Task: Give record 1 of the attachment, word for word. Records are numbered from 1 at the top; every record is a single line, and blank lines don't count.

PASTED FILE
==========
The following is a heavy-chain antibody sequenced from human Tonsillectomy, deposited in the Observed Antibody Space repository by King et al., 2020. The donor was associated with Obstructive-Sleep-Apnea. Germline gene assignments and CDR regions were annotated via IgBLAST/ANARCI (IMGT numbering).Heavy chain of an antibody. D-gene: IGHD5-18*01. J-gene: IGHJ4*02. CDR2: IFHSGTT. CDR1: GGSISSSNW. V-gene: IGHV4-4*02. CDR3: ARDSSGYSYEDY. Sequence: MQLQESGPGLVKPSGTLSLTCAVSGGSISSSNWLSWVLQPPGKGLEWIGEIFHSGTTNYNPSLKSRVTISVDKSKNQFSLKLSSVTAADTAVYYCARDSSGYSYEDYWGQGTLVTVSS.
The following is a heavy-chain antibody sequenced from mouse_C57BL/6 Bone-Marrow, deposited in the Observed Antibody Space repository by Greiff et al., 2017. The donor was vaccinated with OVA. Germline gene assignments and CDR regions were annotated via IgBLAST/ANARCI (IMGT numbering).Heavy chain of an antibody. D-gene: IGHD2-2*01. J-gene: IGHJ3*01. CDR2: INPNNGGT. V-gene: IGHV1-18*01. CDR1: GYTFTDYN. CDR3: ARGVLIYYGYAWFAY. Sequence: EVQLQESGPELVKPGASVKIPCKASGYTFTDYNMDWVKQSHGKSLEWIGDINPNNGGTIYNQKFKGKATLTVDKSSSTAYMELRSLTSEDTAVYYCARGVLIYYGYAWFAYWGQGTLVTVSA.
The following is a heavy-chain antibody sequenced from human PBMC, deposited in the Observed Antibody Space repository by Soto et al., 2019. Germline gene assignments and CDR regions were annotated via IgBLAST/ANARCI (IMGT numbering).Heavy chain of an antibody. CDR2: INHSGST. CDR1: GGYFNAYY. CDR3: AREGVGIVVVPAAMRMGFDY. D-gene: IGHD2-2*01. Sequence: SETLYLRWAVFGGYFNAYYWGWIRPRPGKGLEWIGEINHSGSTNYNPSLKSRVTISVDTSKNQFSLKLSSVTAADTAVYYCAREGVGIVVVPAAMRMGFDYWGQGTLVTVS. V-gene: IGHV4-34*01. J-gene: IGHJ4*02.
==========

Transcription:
The following is a heavy-chain antibody sequenced from human Tonsillectomy, deposited in the Observed Antibody Space repository by King et al., 2020. The donor was associated with Obstructive-Sleep-Apnea. Germline gene assignments and CDR regions were annotated via IgBLAST/ANARCI (IMGT numbering).Heavy chain of an antibody. D-gene: IGHD5-18*01. J-gene: IGHJ4*02. CDR2: IFHSGTT. CDR1: GGSISSSNW. V-gene: IGHV4-4*02. CDR3: ARDSSGYSYEDY. Sequence: MQLQESGPGLVKPSGTLSLTCAVSGGSISSSNWLSWVLQPPGKGLEWIGEIFHSGTTNYNPSLKSRVTISVDKSKNQFSLKLSSVTAADTAVYYCARDSSGYSYEDYWGQGTLVTVSS.